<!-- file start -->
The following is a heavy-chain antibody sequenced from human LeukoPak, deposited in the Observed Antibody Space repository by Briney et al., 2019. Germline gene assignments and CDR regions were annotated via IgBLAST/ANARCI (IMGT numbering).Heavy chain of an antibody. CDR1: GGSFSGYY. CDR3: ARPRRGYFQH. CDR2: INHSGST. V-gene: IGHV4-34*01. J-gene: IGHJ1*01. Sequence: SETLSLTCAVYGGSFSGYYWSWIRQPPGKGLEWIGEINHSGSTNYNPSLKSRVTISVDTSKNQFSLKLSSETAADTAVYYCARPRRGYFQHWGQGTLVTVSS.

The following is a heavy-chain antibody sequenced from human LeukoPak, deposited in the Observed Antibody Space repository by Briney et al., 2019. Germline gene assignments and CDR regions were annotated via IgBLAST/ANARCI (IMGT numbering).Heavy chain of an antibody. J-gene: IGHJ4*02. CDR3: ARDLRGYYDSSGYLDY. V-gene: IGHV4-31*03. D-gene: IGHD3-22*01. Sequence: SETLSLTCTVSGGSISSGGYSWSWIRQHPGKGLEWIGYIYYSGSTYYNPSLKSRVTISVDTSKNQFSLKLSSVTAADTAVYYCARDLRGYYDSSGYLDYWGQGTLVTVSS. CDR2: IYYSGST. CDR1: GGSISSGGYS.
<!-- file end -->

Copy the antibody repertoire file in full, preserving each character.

The following is a heavy-chain antibody sequenced from human LeukoPak, deposited in the Observed Antibody Space repository by Briney et al., 2019. Germline gene assignments and CDR regions were annotated via IgBLAST/ANARCI (IMGT numbering).Heavy chain of an antibody. CDR1: GGSFSGYY. CDR3: ARPRRGYFQH. CDR2: INHSGST. V-gene: IGHV4-34*01. J-gene: IGHJ1*01. Sequence: SETLSLTCAVYGGSFSGYYWSWIRQPPGKGLEWIGEINHSGSTNYNPSLKSRVTISVDTSKNQFSLKLSSETAADTAVYYCARPRRGYFQHWGQGTLVTVSS.

The following is a heavy-chain antibody sequenced from human LeukoPak, deposited in the Observed Antibody Space repository by Briney et al., 2019. Germline gene assignments and CDR regions were annotated via IgBLAST/ANARCI (IMGT numbering).Heavy chain of an antibody. J-gene: IGHJ4*02. CDR3: ARDLRGYYDSSGYLDY. V-gene: IGHV4-31*03. D-gene: IGHD3-22*01. Sequence: SETLSLTCTVSGGSISSGGYSWSWIRQHPGKGLEWIGYIYYSGSTYYNPSLKSRVTISVDTSKNQFSLKLSSVTAADTAVYYCARDLRGYYDSSGYLDYWGQGTLVTVSS. CDR2: IYYSGST. CDR1: GGSISSGGYS.